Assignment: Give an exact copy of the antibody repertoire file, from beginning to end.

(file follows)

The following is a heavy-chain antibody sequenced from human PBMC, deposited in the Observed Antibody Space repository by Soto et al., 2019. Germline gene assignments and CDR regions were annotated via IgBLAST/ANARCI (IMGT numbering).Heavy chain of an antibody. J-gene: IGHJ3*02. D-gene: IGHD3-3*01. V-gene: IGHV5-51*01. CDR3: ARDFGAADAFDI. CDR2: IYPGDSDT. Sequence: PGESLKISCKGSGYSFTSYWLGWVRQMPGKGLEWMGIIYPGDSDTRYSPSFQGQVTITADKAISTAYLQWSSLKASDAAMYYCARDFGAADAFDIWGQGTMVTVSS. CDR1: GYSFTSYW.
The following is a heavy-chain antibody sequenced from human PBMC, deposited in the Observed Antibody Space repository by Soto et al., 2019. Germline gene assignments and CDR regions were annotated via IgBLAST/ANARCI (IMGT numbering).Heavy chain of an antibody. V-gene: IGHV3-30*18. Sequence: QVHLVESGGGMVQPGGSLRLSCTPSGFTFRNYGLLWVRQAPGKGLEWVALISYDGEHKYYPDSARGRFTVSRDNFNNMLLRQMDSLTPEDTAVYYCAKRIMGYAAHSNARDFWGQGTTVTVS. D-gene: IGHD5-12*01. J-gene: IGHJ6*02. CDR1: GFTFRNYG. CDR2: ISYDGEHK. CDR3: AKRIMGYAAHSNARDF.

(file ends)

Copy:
The following is a heavy-chain antibody sequenced from human PBMC, deposited in the Observed Antibody Space repository by Soto et al., 2019. Germline gene assignments and CDR regions were annotated via IgBLAST/ANARCI (IMGT numbering).Heavy chain of an antibody. J-gene: IGHJ3*02. D-gene: IGHD3-3*01. V-gene: IGHV5-51*01. CDR3: ARDFGAADAFDI. CDR2: IYPGDSDT. Sequence: PGESLKISCKGSGYSFTSYWLGWVRQMPGKGLEWMGIIYPGDSDTRYSPSFQGQVTITADKAISTAYLQWSSLKASDAAMYYCARDFGAADAFDIWGQGTMVTVSS. CDR1: GYSFTSYW.
The following is a heavy-chain antibody sequenced from human PBMC, deposited in the Observed Antibody Space repository by Soto et al., 2019. Germline gene assignments and CDR regions were annotated via IgBLAST/ANARCI (IMGT numbering).Heavy chain of an antibody. V-gene: IGHV3-30*18. Sequence: QVHLVESGGGMVQPGGSLRLSCTPSGFTFRNYGLLWVRQAPGKGLEWVALISYDGEHKYYPDSARGRFTVSRDNFNNMLLRQMDSLTPEDTAVYYCAKRIMGYAAHSNARDFWGQGTTVTVS. D-gene: IGHD5-12*01. J-gene: IGHJ6*02. CDR1: GFTFRNYG. CDR2: ISYDGEHK. CDR3: AKRIMGYAAHSNARDF.